Nicole Chong, left, and Michele Vollmer, right in a split screen image.

Nicole Chong, left, and Michele Vollmer, right.

Two Dickinson School of Law legal writing professors were involved in a pilot this year of one of the two new assessment features now available to the Penn State community as part of the web-based plagiarism detection and prevention system Turnitin. As part of the pilot, the professors used Turnitin’s GradeMark, which offers faculty an online, paperless option for grading student papers, including a way to add comments.

The two professors, Nicole Chong, director and professor of legal writing, and Michele R. Vollmer, associate professor of legal writing and director of Penn State Law’s Explore Law Program, mainly used the QuickMark and rubric features of GradeMark. QuickMark is a bank of commonly used or standard editing marks that instructors can utilize when editing and grading papers. The feature allows faculty to evaluate student work based on defined criteria and/or scales. GradeMark comes with a standard bank of QuickMarks that professors can use.  However, professors also can add their own QuickMarks to the bank that address issues relevant to their own area of teaching.

“We used GradeMark for critiquing and grading our students’ papers,” Chong said. “Professor Vollmer and I both teach legal writing at the law school, and each semester, we have students hand in several ungraded assignments that we critique as well as two complex, graded assignments.  We added significantly to the QuickMark bank that came with GradeMark so that we could use legal writing-specific comments.”

Chong said they were pleased to be part of the pilot program and also pleased that they had enough time to get GradeMark up and running before the first graded assignment. Both said that they instantly saw benefits from using GradeMark, especially the time-saving QuickMark. “The main benefit of the QuickMarks is that it’s far less time consuming for us to do our critique,” Vollmer said. “We teach first-year law students in the Legal Analysis, Research & Writing course, and students tend to make the same or similar mistakes. We were able to create a bank of comments that we can use in all papers.”

“We often have to add to and change the QuickMarks for the specific writing assignments that we’ve assigned to our students, but the QuickMarks save us time because we now have a common bank of comments that we provide semester after semester to the students,” Vollmer added.

Chong noted that the common bank of comments has benefits for students as well. “We were able to use QuickMarks for every student, which provided consistency for all students,” she said. “So students were getting similarly worded comments if they had the same analytical or writing problem.”

If they had students with particular writing issues, both Chong and Vollmer said they liked that they could customize the comments if they needed to for certain cases. This allowed them to be more thorough with their grading. “The QuickMarks in GradeMark allowed us to use standardized comments that we could reuse for every student, but also we were able to customize the comments if we needed to for a particular student,” Chong said. “So we had the best of both worlds.”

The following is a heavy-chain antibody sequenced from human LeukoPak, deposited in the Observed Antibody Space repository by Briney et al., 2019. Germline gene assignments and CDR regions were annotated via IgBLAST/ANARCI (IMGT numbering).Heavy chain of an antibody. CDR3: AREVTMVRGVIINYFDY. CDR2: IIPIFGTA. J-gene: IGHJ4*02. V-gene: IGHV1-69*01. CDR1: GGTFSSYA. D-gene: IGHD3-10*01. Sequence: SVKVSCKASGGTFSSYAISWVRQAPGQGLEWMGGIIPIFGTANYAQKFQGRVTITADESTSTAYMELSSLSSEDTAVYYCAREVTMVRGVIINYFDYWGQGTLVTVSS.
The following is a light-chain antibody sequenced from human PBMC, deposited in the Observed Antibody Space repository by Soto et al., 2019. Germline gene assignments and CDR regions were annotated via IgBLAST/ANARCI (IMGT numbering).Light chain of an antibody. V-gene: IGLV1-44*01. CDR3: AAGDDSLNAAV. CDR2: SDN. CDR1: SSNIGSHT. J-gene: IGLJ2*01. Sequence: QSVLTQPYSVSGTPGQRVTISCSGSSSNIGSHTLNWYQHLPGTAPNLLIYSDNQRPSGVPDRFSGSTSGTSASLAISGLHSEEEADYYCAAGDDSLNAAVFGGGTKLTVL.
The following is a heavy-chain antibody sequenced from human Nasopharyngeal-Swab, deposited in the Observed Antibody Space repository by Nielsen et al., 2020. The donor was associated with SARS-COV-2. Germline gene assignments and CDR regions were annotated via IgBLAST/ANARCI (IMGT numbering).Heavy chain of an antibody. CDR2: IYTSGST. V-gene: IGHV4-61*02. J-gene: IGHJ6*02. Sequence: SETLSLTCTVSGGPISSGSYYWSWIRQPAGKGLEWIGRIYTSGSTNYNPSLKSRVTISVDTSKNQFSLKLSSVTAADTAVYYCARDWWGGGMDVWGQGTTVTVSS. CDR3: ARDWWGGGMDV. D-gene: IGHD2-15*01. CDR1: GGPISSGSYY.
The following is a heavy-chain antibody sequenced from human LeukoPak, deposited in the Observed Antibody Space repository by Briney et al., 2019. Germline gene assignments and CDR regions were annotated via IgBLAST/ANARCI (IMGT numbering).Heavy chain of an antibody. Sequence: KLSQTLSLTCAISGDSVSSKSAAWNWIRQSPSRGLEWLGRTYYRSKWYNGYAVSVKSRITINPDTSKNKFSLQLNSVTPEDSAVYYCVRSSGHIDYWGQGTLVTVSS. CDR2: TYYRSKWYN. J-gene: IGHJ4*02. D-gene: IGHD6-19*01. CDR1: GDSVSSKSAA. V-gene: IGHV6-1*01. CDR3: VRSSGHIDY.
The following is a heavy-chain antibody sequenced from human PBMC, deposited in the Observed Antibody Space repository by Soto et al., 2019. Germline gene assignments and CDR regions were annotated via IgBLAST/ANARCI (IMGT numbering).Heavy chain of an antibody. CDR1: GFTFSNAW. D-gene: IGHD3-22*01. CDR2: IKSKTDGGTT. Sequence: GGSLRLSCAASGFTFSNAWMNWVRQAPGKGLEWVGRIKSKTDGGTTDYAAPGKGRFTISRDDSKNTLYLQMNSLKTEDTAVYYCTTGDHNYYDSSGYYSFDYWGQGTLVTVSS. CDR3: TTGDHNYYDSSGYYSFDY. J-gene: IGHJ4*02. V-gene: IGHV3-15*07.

Both professors noted that students appreciate the feedback that GradeMark allows them to provide. “Students have said that the individualized feedback that we provide is extremely beneficial,” Vollmer said. “And GradeMark allows us to efficiently provide that individualized and thorough feedback.”

Along with QuickMark, Chong and Vollmer used the rubric feature of GradeMark, which allowed them to set up categories of assessment.  They gave those rubrics to students before they handed in the assignment, and then the completed rubrics were provided to students through GradeMark as part of their individualized feedback.

“By providing the rubrics before the assignment, students knew exactly what we were going to evaluate when we reviewed their work. So it was fair notice to students about what we were critiquing and grading,” Chong said. “Within GradeMark, we were able to set up the rubrics electronically, and those rubrics matched what we had given them beforehand. To use the rubrics, we clicked in the boxes based on how we categorized their performance on the various categories, which was a huge time saver.  All of our critique – both the comments and the rubrics – was within GradeMark. Everything was in one place, which was easy and convenient.”

The professors created their own rubrics and had their assistant upload them into GradeMark, something they found to be an easy process. They also could tweak the rubrics within GradeMark to meet grading needs. “I think the rubrics saved us time. They added consistency as well, similar to the QuickMarks,” Chong said. “We were able to tailor both the QuickMarks and rubrics for our writing assignments. So, that helped us to be more efficient and organized and to give the students a consistent set of comments, both in the individualized comments and in the rubrics.”

Vollmer added, “I think the beauty of GradeMark is that it not only saved us time, but also we didn’t have to sacrifice the amount of feedback we would have given students in the past. So, in other words, we gave as much feedback on papers as we did in the past, but in less time. Students got their feedback quicker, and they could study it for a longer period of time before they began to work on the next assignment.  Also, due to the simplicity and conciseness of QuickMarks, students can absorb and understand comments better.”

Both Vollmer and Chong said they will definitely continue to use GradeMark in the future. “We are hoping that now that all faculty members have access to GradeMark, more professors will use it since it’s such a great resource for grading papers,” Chong said.

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